Good intentions aren’t enough when it comes to service recovery. Having the right words also isn’t enough. Although it is imperative that staff be trained in how to acknowledge and apologize effectively, I find that the biggest gap comes in their confidence to take action.
For example, I was in the middle of a consulting engagement and was conducting service recovery training. Being an experiential process, I had given several scenarios to small groups to discuss and role play. As we went around to hear what the groups had done, I heard a common theme. That theme was that people knew what the best thing to do was, but kept saying things like, “I’d get in trouble if I did that” Or “I’d lose my job if I did that.”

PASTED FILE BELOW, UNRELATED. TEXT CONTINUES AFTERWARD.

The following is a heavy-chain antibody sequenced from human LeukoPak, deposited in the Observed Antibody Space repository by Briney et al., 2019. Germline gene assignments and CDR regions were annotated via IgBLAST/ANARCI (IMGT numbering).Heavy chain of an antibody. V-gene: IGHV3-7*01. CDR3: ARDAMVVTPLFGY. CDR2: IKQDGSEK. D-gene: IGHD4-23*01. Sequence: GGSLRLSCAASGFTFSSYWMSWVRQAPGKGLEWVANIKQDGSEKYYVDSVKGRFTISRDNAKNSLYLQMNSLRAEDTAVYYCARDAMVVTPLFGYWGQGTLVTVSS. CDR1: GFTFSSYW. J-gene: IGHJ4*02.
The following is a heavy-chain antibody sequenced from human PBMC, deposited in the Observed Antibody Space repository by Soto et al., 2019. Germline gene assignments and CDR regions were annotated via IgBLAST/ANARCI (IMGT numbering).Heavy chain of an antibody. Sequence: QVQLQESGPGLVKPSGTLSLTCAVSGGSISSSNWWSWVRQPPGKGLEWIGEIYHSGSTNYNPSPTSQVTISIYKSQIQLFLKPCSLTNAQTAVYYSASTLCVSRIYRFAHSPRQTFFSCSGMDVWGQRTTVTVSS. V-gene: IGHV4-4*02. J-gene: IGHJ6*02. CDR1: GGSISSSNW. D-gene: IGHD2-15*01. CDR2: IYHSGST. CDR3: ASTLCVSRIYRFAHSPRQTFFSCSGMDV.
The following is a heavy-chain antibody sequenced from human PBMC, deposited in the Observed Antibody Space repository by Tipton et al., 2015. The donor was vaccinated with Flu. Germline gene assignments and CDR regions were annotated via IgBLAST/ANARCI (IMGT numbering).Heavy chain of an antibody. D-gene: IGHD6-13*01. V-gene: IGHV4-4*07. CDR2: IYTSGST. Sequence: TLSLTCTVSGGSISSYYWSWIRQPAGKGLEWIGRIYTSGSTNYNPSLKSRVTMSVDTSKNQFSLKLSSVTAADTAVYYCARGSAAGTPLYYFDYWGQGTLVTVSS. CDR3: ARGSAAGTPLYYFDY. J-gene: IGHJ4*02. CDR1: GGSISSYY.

I brought the concern back to the senior leaders. When I gave them a few of the examples from the training, the COO was downright enraged. He actually pounded his fist on the table and shouted, “How dare you encourage my staff to break the rules!” I, of course, hadn’t encouraged anyone to break rules, but rather live up to their standards and value statements through their behaviors.
Whoa! Seeing that reaction was quite telling. It didn’t take a rocket scientist to diagnose the underlying problem here. Seeing that the CEO deferred to the COO, I realized that managers and supervisors couldn’t possibly support independent thinking required in service recovery.
This disconnect doesn’t just happen at the top of organizations. I’ve seen it happen between supervisors and staff, as well as managers and directors.
If you are intentionally hiring service-minded people, then you’ve got to nurture them in delivering great service. That means supporting them in their efforts at service recovery. Your customers and staff will thank you.